lack of basic humane conditions experienced by the most vulnerable and medically
disabled individuals in the facility; and
e. lack of efficiency caused by a non-functioning medical record system and complete
reliance on paper-based system.
4) Cells that hold individuals on suicide watch should be painted and reconfigured for a
more therapeutic environment for those who are in crisis.
The Commission found that suicide-watch cells were covered in graffiti in addition to
having a large metal slab to be used as a bed. Inmates would place their mattresses on either
side of the slab. The Commission recommends the slab be removed and the cells receive a
fresh coat of paint.
5) Those housed in Protective Custody status should be allowed all items usually
authorized for general population inmates.
The Commission found that the PC inmates were subject to the same conditions as the
inmates on disciplinary segregation. That is, the PC inmates are held in lockdown with
hardly any activity. Individuals who are in PC are vulnerable populations that should not
be punished for requested additional safety precautions. Individuals on PC should be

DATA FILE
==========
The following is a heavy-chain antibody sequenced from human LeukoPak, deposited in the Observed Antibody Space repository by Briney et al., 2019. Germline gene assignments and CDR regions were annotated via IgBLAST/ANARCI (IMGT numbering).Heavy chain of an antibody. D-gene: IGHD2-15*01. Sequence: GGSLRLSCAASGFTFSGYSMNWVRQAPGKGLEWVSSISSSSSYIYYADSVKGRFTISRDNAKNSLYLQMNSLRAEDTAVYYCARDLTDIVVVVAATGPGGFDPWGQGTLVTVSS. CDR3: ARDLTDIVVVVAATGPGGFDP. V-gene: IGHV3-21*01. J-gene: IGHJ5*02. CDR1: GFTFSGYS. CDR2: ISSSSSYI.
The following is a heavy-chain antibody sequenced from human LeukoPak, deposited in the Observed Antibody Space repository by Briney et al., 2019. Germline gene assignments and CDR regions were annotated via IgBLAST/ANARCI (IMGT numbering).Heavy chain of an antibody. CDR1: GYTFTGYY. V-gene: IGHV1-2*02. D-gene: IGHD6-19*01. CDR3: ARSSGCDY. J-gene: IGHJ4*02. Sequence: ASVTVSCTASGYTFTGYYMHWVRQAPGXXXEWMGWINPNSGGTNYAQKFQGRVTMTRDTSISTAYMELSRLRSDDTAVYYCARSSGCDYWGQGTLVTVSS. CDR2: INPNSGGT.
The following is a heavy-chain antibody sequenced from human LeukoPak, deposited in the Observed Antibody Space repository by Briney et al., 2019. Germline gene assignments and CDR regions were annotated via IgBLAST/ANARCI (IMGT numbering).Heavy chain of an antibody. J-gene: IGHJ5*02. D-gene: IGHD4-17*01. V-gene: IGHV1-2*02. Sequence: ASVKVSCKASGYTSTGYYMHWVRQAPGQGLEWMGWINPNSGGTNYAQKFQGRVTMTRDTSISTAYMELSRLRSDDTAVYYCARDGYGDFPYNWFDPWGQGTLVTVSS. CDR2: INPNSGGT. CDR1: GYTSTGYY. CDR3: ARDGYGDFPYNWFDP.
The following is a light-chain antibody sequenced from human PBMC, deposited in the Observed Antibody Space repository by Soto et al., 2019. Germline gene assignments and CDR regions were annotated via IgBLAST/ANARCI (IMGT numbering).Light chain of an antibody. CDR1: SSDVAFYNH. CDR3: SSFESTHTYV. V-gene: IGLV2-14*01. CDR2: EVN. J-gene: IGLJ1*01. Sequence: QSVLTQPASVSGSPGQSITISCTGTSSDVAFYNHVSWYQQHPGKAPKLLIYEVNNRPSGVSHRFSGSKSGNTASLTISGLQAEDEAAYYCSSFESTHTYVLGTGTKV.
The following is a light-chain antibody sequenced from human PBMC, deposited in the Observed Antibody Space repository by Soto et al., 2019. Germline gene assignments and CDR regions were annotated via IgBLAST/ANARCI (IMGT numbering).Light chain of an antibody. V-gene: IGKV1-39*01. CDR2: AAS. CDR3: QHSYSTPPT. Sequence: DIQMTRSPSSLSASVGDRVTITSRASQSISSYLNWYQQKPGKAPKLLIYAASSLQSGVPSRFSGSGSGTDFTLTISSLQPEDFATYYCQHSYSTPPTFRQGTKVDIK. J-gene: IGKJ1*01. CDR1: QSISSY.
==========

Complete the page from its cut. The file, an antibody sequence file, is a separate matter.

housed in the least restrictive environment practicable, in segregated housing only if
necessary, and in no case in a setting that is used for disciplinary housing. Additionally, PS
inmates should be allowed all of the items usually authorized for general population
prisoners and provided opportunities to participate in programming and work. PC inmates,
similar to general population inmates, should be provided the greatest practicable
opportunities for out-of-cell time
6) Housing unit windows which are covered by wood should be replaced with frosted
windows to allow natural light.
The Commission found at least two housing units where every cell that had a window
facing outside had their windows blocked by a slab of wood. In accordance with American
Correctional Association (ACA) Standard 4-ALDF-1A-16: All inmate rooms/cells provide
the occupants with access to natural light by means of at least three-square feet of
transparent glazing, plus two additional square feet of transparent glazing per inmate in
rooms/cells with three or more inmates. Therefore, the Commission recommends to replace
the wood with frosted windows to allow natural light.
7) Food must be served at appropriate temperatures to prevent food-borne illness.
The Commission found that the food was placed on plates directly from trays that were not
on appropriate warmers. No one was observed taking the temperatures of the hot food in
the trays, or of the food on the plates at appropriate intervals. This leaves OCCC at risk for
a food-borne illness caused by food served at inappropriate temperatures.